On Aug 13, Macrobiotic Counselor Patrick McCarty speaks on Food As Chemistry, Food As Energy: A Look Into The Physical And Vibrational Nature Of Food.  When evaluating the effect of a food on our health, we usually look first at its chemical composition and properties.  But chemistry alone may not be enough to effectively predict a food’s effect on us; we often need to look further, considering its more subtle energetic and vibrational qualities.  Patrick will cover the traditional nutrient view of foods, and will also explain the less well-known but fascinating energetic view, to help us select foods more prudently and achieve better balance in our lives.

Patrick’s background includes study at the Kushi Institute in Boston and the Shanghai College of Traditional Chinese Medicine.  He co-directed the East-West Center for Macrobiotics in Eureka for nearly 20 years.  He has lectured and taught at locations around the world, and readily shares the knowledge and experience he’s gained from his very active counseling practice.  He is known for his always-fresh and enthusiastic approach to health, living, and macrobiotics.  Patrick now teaches and lectures at the Macrobiotic Foundation of Florida, where he and his family now call home.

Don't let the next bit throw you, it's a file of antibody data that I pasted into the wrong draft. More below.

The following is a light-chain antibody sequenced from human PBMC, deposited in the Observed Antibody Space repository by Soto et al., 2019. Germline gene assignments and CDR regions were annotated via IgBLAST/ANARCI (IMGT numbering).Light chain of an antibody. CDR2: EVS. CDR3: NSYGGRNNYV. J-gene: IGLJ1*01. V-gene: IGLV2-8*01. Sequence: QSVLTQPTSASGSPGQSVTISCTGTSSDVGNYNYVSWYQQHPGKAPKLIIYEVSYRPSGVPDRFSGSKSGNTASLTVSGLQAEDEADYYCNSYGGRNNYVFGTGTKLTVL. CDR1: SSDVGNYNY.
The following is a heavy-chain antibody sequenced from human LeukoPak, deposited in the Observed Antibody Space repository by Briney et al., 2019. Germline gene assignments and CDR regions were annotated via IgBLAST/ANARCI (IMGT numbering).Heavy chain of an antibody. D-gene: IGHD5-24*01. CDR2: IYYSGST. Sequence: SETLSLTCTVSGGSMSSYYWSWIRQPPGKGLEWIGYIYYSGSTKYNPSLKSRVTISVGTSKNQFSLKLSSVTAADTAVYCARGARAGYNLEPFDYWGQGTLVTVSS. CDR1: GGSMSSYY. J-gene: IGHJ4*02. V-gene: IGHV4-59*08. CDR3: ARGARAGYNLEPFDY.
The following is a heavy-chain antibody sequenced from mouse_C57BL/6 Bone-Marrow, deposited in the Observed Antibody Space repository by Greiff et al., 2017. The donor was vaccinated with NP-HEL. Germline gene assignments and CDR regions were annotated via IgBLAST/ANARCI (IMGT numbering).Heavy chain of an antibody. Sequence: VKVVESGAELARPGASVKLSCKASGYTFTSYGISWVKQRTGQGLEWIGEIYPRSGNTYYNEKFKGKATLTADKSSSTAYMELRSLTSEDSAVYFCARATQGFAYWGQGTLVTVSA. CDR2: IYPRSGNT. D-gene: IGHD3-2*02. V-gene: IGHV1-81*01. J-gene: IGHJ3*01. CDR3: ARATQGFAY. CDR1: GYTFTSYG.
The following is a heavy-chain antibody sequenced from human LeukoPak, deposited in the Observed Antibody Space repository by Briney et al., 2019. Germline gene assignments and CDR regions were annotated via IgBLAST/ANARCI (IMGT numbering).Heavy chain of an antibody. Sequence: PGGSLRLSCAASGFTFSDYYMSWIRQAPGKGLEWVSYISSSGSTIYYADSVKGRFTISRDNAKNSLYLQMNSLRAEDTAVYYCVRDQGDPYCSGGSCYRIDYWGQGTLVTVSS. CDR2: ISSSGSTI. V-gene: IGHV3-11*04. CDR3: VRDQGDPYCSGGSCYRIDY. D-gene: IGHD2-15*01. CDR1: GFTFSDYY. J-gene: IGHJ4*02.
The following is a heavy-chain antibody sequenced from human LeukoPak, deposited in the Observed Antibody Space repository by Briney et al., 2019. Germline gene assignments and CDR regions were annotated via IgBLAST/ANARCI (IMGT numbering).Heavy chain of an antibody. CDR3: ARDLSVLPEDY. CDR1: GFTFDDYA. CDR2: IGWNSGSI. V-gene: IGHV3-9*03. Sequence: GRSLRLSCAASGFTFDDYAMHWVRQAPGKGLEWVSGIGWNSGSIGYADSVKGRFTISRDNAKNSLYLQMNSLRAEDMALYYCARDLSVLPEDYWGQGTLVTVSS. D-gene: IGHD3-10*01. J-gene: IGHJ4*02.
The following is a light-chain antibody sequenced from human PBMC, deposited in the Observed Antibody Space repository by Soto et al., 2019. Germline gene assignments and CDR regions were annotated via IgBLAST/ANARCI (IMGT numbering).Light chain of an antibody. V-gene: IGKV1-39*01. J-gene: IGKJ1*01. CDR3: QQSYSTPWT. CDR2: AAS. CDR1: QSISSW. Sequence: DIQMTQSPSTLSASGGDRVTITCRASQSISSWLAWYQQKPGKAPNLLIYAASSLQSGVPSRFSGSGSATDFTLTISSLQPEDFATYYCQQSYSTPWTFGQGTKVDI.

In the 1950s, a researcher at the U. of Minnesota named Ancel Keys, along with colleagues in Finland, Holland, Italy, Yugoslavia, Japan, Greece, and the U.S., began a landmark study which followed more than 12,000 men aged 40-59 over the long term.  The Seven Countries Study was the first to establish what is commonly known today: a strong correlation of coronary heart disease with intake of saturated fatty acids and levels of serum cholesterol.  There were some surprises: the study identified a “Mediterranean diet” that was unexpectedly healthy; and on Crete, the occurrence of heart disease was even less than would be expected for those already eating the healthy Mediterranean way!

The traditional diet on Crete consists of the following: 1) olive oil in abundance, 2) very small amounts of meat, 3) lots of whole grain breads, 4) a little fish, 5) lots of fruit, 6) lots of beans and vegetables (especially local greens), 7) moderate wine drinking with meals.  (While there is much in common with macrobiotic recommendations, there are deviations, notably in the abundant consumption of olive oil.  A good cookbook is Cretan Cooking by Maria and Nikos Psilakis; it also discusses the health benefits.)